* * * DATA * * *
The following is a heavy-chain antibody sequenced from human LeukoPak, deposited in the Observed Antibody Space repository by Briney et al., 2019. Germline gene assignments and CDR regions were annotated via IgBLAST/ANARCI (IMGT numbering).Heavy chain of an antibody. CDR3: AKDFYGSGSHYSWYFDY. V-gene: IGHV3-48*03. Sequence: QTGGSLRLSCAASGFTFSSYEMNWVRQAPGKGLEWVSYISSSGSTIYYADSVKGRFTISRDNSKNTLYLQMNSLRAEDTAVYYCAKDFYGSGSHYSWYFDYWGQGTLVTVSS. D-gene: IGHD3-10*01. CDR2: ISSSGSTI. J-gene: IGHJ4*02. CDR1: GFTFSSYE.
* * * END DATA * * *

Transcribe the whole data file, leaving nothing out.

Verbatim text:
The following is a heavy-chain antibody sequenced from human LeukoPak, deposited in the Observed Antibody Space repository by Briney et al., 2019. Germline gene assignments and CDR regions were annotated via IgBLAST/ANARCI (IMGT numbering).Heavy chain of an antibody. CDR3: AKDFYGSGSHYSWYFDY. V-gene: IGHV3-48*03. Sequence: QTGGSLRLSCAASGFTFSSYEMNWVRQAPGKGLEWVSYISSSGSTIYYADSVKGRFTISRDNSKNTLYLQMNSLRAEDTAVYYCAKDFYGSGSHYSWYFDYWGQGTLVTVSS. D-gene: IGHD3-10*01. CDR2: ISSSGSTI. J-gene: IGHJ4*02. CDR1: GFTFSSYE.